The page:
Cali Owings, Published August 02 2013
Two World War II vets share memories of 'the last good war'
Sgt. Merle McMorrow, from Breckenridge, and Pvt. Vincent Speranza, from Staten Island, New York, shared some of their most triumphant and entertaining memories as paratroopers in World War II.
Both agreed they’ve recently shared their stories a lot more as younger generations have become more interested in World War II.
It’s sometimes called “the last good war,” said McMorrow, because “the whole country was behind it.”
Dec. 7, 1941 – the day the Japanese attacked Pearl Harbor and prompted the U.S. to enter the war – was a pivotal day for both men.
Speranza was 16 years old and went to the store to buy something for his family – he doesn’t remember what.
When he got there, people were gathered around the radio, hushed and still. He asked what was going on.
He was told to “ ‘Shut up, the president is speaking. The Japanese just attacked Pearl Harbor,’ ” Speranza recalled.
He had to wait until he was 18 to enlist.
McMorrow also heard the news over the radio at a pool hall.
“First, I had to ask where Pearl Harbor was at,” he said. He tried to enlist locally, but they were taking the older men first.
Both men eventually became paratroopers – and made an extra $50 monthly for being willing to “throw yourself out of an airplane,” Speranza said.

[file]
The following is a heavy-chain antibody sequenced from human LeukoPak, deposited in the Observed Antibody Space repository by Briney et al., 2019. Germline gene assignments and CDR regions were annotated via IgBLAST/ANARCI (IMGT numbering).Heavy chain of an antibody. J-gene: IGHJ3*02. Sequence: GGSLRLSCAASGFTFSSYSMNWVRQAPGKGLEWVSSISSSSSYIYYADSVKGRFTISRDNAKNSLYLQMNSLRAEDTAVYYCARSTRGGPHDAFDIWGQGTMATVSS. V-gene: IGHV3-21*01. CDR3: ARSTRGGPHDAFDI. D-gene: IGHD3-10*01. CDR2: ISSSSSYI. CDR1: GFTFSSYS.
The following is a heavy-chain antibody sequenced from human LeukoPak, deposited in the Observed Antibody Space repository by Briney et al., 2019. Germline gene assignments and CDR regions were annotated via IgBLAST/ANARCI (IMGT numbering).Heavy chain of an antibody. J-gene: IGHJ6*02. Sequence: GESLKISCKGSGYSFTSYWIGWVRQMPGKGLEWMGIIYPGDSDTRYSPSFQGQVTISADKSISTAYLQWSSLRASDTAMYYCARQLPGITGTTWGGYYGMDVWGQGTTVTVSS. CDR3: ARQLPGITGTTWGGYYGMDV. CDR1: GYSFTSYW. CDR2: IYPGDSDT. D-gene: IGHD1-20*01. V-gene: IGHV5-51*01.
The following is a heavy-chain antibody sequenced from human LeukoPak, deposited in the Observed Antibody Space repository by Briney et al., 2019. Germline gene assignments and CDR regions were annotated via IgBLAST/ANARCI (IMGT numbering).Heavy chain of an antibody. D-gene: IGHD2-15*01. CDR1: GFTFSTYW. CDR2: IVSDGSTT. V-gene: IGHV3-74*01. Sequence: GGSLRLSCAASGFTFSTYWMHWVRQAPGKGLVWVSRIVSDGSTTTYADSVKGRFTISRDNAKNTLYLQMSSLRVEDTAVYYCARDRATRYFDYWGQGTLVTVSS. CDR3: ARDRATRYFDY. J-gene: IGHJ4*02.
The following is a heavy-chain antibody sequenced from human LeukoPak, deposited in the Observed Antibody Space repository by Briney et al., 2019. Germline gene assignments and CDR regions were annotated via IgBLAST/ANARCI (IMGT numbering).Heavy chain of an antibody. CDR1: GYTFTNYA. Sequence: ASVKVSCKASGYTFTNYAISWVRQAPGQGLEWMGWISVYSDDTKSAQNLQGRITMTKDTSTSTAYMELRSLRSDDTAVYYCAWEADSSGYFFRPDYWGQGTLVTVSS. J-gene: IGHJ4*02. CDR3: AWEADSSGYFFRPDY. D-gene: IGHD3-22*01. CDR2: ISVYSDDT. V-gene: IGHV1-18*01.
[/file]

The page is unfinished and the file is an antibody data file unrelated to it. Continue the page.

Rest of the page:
They found themselves in the same fight in l944 – the Battle of the Bulge – the bloodiest fight for the U.S. during the war.
The audience of about two dozen at the American Legion listened intently Friday as the men recounted their locations and battles throughout the war. But the audience called out for them to share some of the most colorful moments. Despite the devastation of the war, both men said there were many good times.
As the battle was going on in Bastogne, Belgium, Speranza’s “foxhole buddy” was injured. He was recuperating in a church and asked Speranza to try and find him something to drink. He went around to abandoned taverns in the area in search of some relief for his friend, found beer, filled his helmet and returned to the church. When Speranza was asked by a superior what he was doing, he said, “bringing aid and comfort to the wounded.”
When Speranza returned to Bastogne in 2009, he learned his story was commemorated by Belgian brewers whose Airborne beer logo features a soldier carrying beer in his helmet.
Speranza has visited Bastogne – where a museum dedicated to the 101st Airborne Division is located – every year since 2009.
McMorrow said when the war was over, it was difficult to become a civilian again.
“To the G.I.s that came home, they’d been so many places and seen so many things. … It was difficult to come back and fit into the small town lifestyle again,” McMorrow said.
Though now an engaging storyteller with jokes and different accents, Speranza said he didn’t talk about his experiences in the war for a long time.
Now, he’s “on a roll.” He’s working on completing a book about his life and experiences in the war.
McMorrow has already written two books about his experiences – “From Rome to Berlin via Bastogne” and “From Breckenridge to Bastogne.”